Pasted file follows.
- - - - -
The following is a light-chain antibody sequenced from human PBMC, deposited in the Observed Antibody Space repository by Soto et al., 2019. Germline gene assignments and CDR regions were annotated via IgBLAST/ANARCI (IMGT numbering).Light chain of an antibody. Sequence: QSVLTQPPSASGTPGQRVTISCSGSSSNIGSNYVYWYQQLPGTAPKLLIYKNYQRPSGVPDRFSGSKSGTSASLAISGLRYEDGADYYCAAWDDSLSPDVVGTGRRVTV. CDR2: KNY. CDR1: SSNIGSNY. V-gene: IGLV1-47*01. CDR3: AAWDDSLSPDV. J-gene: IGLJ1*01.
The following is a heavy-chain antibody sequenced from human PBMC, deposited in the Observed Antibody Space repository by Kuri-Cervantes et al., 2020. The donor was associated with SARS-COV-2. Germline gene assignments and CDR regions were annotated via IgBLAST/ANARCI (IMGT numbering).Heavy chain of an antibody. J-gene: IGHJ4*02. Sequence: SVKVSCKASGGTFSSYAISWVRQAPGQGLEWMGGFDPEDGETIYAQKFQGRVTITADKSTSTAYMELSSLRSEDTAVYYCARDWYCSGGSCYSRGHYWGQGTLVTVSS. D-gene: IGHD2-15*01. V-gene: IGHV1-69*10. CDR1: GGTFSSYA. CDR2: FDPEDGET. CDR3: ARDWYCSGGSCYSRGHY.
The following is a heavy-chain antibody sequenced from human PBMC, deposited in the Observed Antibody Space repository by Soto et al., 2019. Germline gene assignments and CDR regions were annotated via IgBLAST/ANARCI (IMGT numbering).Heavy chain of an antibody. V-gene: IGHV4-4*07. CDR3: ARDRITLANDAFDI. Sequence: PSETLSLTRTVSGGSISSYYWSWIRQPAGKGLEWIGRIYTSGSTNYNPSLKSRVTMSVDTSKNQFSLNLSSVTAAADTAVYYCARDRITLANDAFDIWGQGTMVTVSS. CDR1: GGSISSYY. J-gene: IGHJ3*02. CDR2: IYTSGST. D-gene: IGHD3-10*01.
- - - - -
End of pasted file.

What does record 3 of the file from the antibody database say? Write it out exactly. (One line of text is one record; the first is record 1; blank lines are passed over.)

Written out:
The following is a heavy-chain antibody sequenced from human PBMC, deposited in the Observed Antibody Space repository by Soto et al., 2019. Germline gene assignments and CDR regions were annotated via IgBLAST/ANARCI (IMGT numbering).Heavy chain of an antibody. V-gene: IGHV4-4*07. CDR3: ARDRITLANDAFDI. Sequence: PSETLSLTRTVSGGSISSYYWSWIRQPAGKGLEWIGRIYTSGSTNYNPSLKSRVTMSVDTSKNQFSLNLSSVTAAADTAVYYCARDRITLANDAFDIWGQGTMVTVSS. CDR1: GGSISSYY. J-gene: IGHJ3*02. CDR2: IYTSGST. D-gene: IGHD3-10*01.